"That can be attributed to a lot of different things, but I think that's extended minutes. I think they're going to have to dial back on playing time on some of these guys, Luol Deng, your veteran players, Joakim Noah, playing 44, 45 minutes a night, you just can't do that."
Deng led the league during the regular season at 44.8 minutes per game. He has a wrist injury and missed the Eastern Conference semifinals after complications arose from a spinal tap designed to detect spinal meningitis.
Noah was 43rd in the league at 34.1 mpg and has dealt with plantar fasciitis throughout the season.
The theme already started in earnest Thursday, one day after the team's season ended with an Eastern Conference semifinals defeat at the hands of LeBron James and Co.
Coach Tom Thibodeau made that very case a part of his final address to the team at the Berto Center, especially since the Heat eliminated the Bulls from the playoffs two of the past three seasons.
Mike DiNovo/US PresswireTom Thibodeau hopes Marquis Teague can have as productive a summer as Jimmy Butler had last year.
"I'm looking forward to next year. It just depends on who we have coming in. If we have the same guys back that would be great and we would have a strong case for beating them. That's the main thing Thibs mostly said, just get guys back healthy and motivated to make a strong comeback. He believes we can beat them."
Despite free agents like Nate Robinson, Marco Belinelli, Nazr Mohammed, Vladimir Radmanovic and Daequan Cook, the Bulls will still return a solid starting five. Derrick Rose will be joined by Jimmy Butler in the backcourt, while Luol Deng, Carlos Boozer and Joakim Noah will line the frontcourt.
"We'll have to see," Thibodeau said when asked if the Bulls can overcome the Heat. "We have a lot of work to do to do with that. Miami, you have to give them a lot of credit. They are the defending champion, they are playing at a high level, and it takes a big-time commitment to beat them."
Which leads to another theme of Thibodeau's final address to the team. This summer will play as crucial of a role as any in next year's success.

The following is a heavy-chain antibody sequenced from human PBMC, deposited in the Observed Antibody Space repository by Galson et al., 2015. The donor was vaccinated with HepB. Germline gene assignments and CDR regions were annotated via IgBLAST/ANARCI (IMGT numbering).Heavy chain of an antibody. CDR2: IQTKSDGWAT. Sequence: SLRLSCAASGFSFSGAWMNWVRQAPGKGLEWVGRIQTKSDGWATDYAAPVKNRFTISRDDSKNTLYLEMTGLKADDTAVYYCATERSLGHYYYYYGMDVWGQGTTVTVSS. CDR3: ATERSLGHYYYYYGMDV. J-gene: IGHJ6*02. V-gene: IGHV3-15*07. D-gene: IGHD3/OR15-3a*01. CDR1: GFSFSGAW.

"Jimmy, I thought, had a terrific year and it started last summer," Thibodeau said. "His commitment to work and improvement was special. Actually, I spoke to him for a while, and he's already talking about this summer and what he wants to do, and he'll be back here shortly. He'll take a brief vacation. You just love his attitude and approach."
Thibodeau hopes that the next young player to take advantage of the offseason and make himself productive the following year is guard Marquis Teague, who is scheduled to participate in the summer league.
Perhaps good health and improved youngsters will give the Bulls what it finally takes to get past the Heat, because it will take more than they had this season. Thibodeau, though, still wasn't backing off his claim that his team still had enough to beat the defending champs, even shorthanded.
"As I said, I wish we could have played a little better in this series," Thibodeau said. "I thought [Wednesday] night's game was very winnable, couldn't close it out. I thought we played well in Game 3, couldn't win that one, but it gives us something to work toward."
Rose and Joakim Noah had permission to skip coach Tom Thibodeau's final meeting and both reportedly remained in Florida.
Rob Grabowski/USA TODAY SportsTom Thibodeau hopes surgery won't be necessary for Joakim Noah, who was plagued with plantar fasciitis in his right foot.